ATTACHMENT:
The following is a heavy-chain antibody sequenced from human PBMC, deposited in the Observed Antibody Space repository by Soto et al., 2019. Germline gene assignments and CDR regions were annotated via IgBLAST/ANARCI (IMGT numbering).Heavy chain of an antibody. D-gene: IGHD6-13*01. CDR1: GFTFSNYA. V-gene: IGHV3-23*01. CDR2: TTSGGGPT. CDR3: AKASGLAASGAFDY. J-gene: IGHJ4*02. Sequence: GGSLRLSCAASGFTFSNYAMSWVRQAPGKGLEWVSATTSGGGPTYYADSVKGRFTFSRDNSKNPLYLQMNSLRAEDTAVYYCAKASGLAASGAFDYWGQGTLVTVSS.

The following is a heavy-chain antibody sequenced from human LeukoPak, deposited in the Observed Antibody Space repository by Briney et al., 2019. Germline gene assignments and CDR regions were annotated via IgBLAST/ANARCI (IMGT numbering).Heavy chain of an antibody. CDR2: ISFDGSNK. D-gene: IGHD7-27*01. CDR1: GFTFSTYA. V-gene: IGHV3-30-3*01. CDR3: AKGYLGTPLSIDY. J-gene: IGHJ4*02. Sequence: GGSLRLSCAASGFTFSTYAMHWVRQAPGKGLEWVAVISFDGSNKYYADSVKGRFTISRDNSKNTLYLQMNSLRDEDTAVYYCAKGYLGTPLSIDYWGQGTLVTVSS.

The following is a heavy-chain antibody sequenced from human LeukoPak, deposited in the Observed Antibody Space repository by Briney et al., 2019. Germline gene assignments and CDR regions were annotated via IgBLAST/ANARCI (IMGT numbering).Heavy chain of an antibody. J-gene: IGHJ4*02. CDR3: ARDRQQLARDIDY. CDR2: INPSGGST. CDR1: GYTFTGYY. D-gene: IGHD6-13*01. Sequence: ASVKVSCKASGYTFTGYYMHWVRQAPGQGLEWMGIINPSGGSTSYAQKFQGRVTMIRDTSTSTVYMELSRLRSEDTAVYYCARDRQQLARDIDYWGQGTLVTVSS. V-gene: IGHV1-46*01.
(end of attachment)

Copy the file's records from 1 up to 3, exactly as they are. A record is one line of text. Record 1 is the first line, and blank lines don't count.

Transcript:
The following is a heavy-chain antibody sequenced from human PBMC, deposited in the Observed Antibody Space repository by Soto et al., 2019. Germline gene assignments and CDR regions were annotated via IgBLAST/ANARCI (IMGT numbering).Heavy chain of an antibody. D-gene: IGHD6-13*01. CDR1: GFTFSNYA. V-gene: IGHV3-23*01. CDR2: TTSGGGPT. CDR3: AKASGLAASGAFDY. J-gene: IGHJ4*02. Sequence: GGSLRLSCAASGFTFSNYAMSWVRQAPGKGLEWVSATTSGGGPTYYADSVKGRFTFSRDNSKNPLYLQMNSLRAEDTAVYYCAKASGLAASGAFDYWGQGTLVTVSS.

The following is a heavy-chain antibody sequenced from human LeukoPak, deposited in the Observed Antibody Space repository by Briney et al., 2019. Germline gene assignments and CDR regions were annotated via IgBLAST/ANARCI (IMGT numbering).Heavy chain of an antibody. CDR2: ISFDGSNK. D-gene: IGHD7-27*01. CDR1: GFTFSTYA. V-gene: IGHV3-30-3*01. CDR3: AKGYLGTPLSIDY. J-gene: IGHJ4*02. Sequence: GGSLRLSCAASGFTFSTYAMHWVRQAPGKGLEWVAVISFDGSNKYYADSVKGRFTISRDNSKNTLYLQMNSLRDEDTAVYYCAKGYLGTPLSIDYWGQGTLVTVSS.

The following is a heavy-chain antibody sequenced from human LeukoPak, deposited in the Observed Antibody Space repository by Briney et al., 2019. Germline gene assignments and CDR regions were annotated via IgBLAST/ANARCI (IMGT numbering).Heavy chain of an antibody. J-gene: IGHJ4*02. CDR3: ARDRQQLARDIDY. CDR2: INPSGGST. CDR1: GYTFTGYY. D-gene: IGHD6-13*01. Sequence: ASVKVSCKASGYTFTGYYMHWVRQAPGQGLEWMGIINPSGGSTSYAQKFQGRVTMIRDTSTSTVYMELSRLRSEDTAVYYCARDRQQLARDIDYWGQGTLVTVSS. V-gene: IGHV1-46*01.